The CNL Difference

"If you had to describe in one word the difference that the CNL brings to their patients – what would that word be?”

Our patients deserve the very best care, this is why we all became nurses. Patients under our care have lost their control of a situation and now must rely and trust the healthcare system once they come through our hospital doors. The first healthcare provider they usually meet in the ED is the RN. Next, upon admission to the unit, they meet another RN. If it is a change of shift, they will experience another RN who will be their nurse for the next eight hours. Each of these RNs will provide empathy, compassion, and knowledge to their patients and gain their patient’s trust. What happens after the RN admits the patient to the unit? The RN works on making them comfortable, decreasing their anxiety, explaining expectations and what may be ahead, and most importantly helps relieve some of their fear of the unknown. Often, the very next day, that same nurse has been rescheduled, rotated, or has a day off. Now this patient is introduced to another nurse and maybe another depending on length of stay. This can be very unnerving for some patients, especially those with more complex cases. Their anxiety and stress levels can begin to acerbate thinking “what if this new nurse does not know all the nurse before her knew. Now the “What If” starts. 

Let’s use this same scenario but add to it the CNL position. This is where the CNL finds their strength! The CNL does not have rotating patients on an 8-hour rotating basis. The unique difference is that the CNL is assigned a particular cohort of patients that do not change from day to day. In doing so, the master prepared CNL has the ability to be ever mindful of those subtle changes that may go unnoticed by the staff nurse scheduling changes. 

"I wish all of the patients could witness and have that extra quality care and eyes a CNL brings to their patient healthcare team by laying a safer foundation for their hospitalization experience”. It is difficult to express into words as it is more so a “feeling”. The added healthcare education that comes with being a CNL makes me feel good about myself as a nurse as I have obtained that extra knowledge and have a position that provides that constant extra pair of eyes for today’s more complex patients that are admitted into the hospitals under our care.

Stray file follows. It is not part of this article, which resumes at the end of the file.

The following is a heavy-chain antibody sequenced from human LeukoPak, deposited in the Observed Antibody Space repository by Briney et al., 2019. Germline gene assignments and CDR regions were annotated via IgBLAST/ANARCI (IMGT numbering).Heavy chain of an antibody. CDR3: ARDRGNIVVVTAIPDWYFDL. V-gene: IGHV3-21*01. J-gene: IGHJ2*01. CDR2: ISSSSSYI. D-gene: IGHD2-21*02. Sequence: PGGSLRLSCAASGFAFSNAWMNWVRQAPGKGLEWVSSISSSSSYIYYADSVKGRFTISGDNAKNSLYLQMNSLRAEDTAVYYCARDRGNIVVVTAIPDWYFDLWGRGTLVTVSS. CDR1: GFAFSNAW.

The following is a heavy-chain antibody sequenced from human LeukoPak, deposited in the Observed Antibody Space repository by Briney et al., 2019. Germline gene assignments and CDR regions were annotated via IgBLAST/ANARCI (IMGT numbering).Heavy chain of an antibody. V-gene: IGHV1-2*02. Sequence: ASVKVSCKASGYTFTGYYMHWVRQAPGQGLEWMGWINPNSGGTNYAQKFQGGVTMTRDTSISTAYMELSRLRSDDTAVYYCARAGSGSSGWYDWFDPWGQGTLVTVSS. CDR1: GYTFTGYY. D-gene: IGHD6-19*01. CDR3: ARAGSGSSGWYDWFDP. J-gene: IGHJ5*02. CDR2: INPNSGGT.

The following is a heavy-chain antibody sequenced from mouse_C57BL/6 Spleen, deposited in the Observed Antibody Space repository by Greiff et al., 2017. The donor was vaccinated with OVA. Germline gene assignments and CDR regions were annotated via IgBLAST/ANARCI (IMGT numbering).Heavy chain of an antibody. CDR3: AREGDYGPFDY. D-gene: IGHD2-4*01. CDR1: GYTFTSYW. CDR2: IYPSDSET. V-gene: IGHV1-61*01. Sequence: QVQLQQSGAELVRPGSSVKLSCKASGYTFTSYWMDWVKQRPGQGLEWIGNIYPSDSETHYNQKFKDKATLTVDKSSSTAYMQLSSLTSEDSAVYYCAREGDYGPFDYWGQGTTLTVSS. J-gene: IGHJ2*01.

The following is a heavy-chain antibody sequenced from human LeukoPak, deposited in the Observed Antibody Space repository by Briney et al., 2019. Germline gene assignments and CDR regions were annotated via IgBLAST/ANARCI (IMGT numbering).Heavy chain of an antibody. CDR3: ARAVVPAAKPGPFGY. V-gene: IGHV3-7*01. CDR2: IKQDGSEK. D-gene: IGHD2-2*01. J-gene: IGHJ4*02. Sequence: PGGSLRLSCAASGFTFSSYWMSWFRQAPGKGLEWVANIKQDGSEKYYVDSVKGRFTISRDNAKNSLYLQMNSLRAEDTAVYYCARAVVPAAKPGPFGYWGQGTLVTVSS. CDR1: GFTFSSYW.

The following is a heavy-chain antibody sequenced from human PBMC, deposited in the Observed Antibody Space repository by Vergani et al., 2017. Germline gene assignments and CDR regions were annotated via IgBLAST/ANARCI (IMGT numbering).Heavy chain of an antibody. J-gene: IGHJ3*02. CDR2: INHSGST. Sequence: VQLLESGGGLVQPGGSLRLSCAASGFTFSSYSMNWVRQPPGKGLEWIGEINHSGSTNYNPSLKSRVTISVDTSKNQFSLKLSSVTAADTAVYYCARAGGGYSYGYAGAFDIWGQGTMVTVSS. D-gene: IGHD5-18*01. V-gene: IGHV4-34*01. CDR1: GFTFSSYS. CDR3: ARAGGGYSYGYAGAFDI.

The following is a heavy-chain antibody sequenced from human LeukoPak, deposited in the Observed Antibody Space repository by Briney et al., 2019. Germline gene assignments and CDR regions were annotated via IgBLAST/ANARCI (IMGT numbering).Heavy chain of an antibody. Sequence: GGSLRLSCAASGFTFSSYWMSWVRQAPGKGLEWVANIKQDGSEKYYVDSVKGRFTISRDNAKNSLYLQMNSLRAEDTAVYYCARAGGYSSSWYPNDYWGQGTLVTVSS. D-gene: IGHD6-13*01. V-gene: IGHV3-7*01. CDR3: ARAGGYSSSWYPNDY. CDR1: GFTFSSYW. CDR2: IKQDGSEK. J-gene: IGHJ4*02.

As I witness patients who cross through our doors, each has demonstrated that mislaid emotion of not knowing what to expect, scared because they have lost control of a situation, afraid of the unknown, and each and every one of them all have those “what if” questions running in circles through their minds. They all try to be brave as they pass those doors, all hoping for help and concerned they may not be understood or listened to carefully enough, or what is going to happen to them, and what should they expect. They need to know they will never be judged once through those doors. Whether they walk through our doors under their own esteem, push themselves in a wheelchair or walk through alone without any loved ones – they all have a new burden now - fear. 

For many they may be first timers, readmissions, surgical, accidents, and some just coming because they have nowhere else to turn, whereas others are terminal and arrive in the ER as a last hope and end of life and sadly may never leave. Yet, they are all the same, they are all in need of that one nurse who has that extra piece of knowledge and expertise that could possibly save their life, or at least make their end of life peaceful. Such a nurse is the CNL who has been master prepared trained academically to look for the complex patient that may have a subtle change that may be missed during changing rotation of nurses. 

To me, the one word I would use to describe a CNL is the word "constant" - it gives the CNL its strength and provides that “safety net” that makes the CNL different. The CNL brings to our patients that one healthcare person that can touch base with all the interdisciplinary disciplines, always investigating using evidence, sharing information and resources, searching best current data, identifying and recommending changes in care through best practice and protecting patient under their care from falling through the cracks.

-Lorraine Kaack, MS, RN-BC, CNL